Labor Group Says Tesla Plant's Worker Injury Rate Tops Industry Average

As Tesla works to ramp up one of the fastest expansions in the history of U.S. auto production, a labor-advocacy group says Elon Musk’s main assembly plant also has unusually high rates of worker injuries.

Tesla’s Fremont, California, plant had an injury rate that was 31 percent higher than the U.S. average for automakers in 2015 — the most recent year for which industrywide figures are available — with a total recordable incidence rate of 8.8 per 100 workers versus 6.7 per 100 for the industry, according to a report by Worksafe. The injury-related data comes from reports filed with the U.S. Labor Department’s Occupational Safety and Health Administration and shared with Tesla employees, said the group.
The electric-car maker’s rate improved a bit to 8.1 injury incidents per 100 workers in 2016, though was likely still above the industry average (complete figures for 2016 aren’t yet available), Oakland-based Worksafe said. The rate of serious injuries at the plant, measured in worker days away from their normal duties, was double the national average in 2015 and likely at a similarly high level in 2016, the report says.

“The discrepancies in these numbers demand at least an explanation from the company,” Worksafe Executive Director Doug Parker said on a conference call on Wednesday. California’s workplace safety agency “would be an appropriate entity to get to the bottom of that.”

The group was asked to review conditions by the United Auto Workers union, which hopes to organize workers at the Fremont plant. Along with compiling OSHA reports received from workers, Worksafe compared injury rates at the plant against industrywide figures sourced from the U.S. Bureau of Labor Statistics, Parker said.

 Tesla acknowledges that it’s had “challenges” previously, without elaborating, but has made significant improvements in safety.

“We may have had some challenges in the past as we were learning how to become a car company, but what matters is the future and with the changes we’ve made, we now have the lowest injury rate in the industry by far,” the company said in a statement. “Our goal is to have as close to zero injuries as humanly possible and to become the safest factory in the auto industry.”

Worksafe disputes Tesla’s claim of a dramatic reduction in injuries in this year’s first quarter and adjustments to figures for 2016.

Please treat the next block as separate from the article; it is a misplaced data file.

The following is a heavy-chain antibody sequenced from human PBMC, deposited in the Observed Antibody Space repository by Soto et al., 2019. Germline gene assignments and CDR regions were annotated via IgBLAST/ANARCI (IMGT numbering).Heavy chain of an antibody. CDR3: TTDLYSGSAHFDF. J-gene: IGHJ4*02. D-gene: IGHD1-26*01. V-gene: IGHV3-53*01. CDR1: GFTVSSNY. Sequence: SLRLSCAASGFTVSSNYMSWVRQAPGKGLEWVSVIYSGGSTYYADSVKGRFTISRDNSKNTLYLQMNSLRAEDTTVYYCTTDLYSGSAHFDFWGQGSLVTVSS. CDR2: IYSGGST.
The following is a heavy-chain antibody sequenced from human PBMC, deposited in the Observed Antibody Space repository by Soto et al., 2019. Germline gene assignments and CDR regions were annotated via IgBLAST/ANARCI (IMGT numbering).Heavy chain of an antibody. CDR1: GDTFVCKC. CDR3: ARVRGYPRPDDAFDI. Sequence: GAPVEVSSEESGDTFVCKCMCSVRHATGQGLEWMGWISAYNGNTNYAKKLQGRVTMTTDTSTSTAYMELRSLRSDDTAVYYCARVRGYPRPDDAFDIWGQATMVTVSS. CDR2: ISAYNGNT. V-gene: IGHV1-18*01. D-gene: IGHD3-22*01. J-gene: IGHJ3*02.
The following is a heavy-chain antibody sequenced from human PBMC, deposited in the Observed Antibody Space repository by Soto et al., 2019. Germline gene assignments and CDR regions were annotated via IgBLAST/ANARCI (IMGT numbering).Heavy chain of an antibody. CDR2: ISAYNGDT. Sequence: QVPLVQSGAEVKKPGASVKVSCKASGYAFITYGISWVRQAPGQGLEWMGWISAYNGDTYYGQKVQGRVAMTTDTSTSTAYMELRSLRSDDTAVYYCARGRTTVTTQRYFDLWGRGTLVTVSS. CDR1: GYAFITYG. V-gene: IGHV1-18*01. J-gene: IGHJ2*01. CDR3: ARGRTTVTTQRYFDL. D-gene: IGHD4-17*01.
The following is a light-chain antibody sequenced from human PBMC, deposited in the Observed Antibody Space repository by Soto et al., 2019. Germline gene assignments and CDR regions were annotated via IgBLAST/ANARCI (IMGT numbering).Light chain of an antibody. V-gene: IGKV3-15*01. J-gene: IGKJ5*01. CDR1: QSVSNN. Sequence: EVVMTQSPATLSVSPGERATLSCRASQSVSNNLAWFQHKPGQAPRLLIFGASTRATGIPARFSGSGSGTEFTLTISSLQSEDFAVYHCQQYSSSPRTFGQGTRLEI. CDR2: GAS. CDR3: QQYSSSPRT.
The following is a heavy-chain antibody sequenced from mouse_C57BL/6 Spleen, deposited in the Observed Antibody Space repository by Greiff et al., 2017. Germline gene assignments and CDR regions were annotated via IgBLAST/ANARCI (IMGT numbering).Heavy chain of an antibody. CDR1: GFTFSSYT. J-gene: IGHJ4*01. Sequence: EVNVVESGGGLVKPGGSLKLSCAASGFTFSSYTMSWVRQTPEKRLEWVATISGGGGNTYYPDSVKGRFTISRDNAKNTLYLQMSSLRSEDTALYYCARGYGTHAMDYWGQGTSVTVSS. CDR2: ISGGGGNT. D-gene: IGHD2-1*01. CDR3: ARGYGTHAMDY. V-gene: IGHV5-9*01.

“Tesla’s significant recent revisions to both its 2016 and 2017 injury data call into question the reliability of the company’s recordkeeping,” the report said. “The injury data Tesla has recorded so far for Q1 of 2017 is too preliminary to be considered accurate given Tesla’s somewhat erratic reporting patterns. Moreover, one quarter is not a sufficient length of time to accurately identify a meaningful and lasting trend in injury reduction.”

Safety and workplace conditions at Fremont have drawn attention this year, beginning with signs of displeasure by an employee who said it might be useful to join the UAW. A feature story by The Guardian this month also detailed worker complaints about safety at the plant. Two workers who said they’d sustained serious injuries at the at the plant, Charley Briese and Alan Ochoa, described their experience on a conference call with reporters and voiced support for union representation for its workers.
Currently, Musk is pushing the Tesla plant to boost vehicle output from fewer than 80,000 vehicles in 2016 to at least 100,000 this year, and a production rate reaching 500,000 units in 2018. By 2020, Musk wants to be able to build as many as 1 million vehicles annually, with the addition of the lower-priced Model 3 sedan and Model Y crossover.
Industry analysts are generally skeptical that the youngest U.S. automaker will be able to hit that target on Musk’s timetable.
When Tesla issued quarterly results this month, Musk said the company intends to reach a production rate for the new Model 3, priced from $35,000, of 5,000 units per week late this year” …and to 10,000 vehicles per week at some point in 2018.”
Although Musk has faced numerous hurdles at Tesla over the past decade, delivering the Model 3 on time and ramping up production as rapidly as hoped looks to be among his toughest. Doing so while ensuring maximum workplace safety makes that even more daunting.


Source: Forbes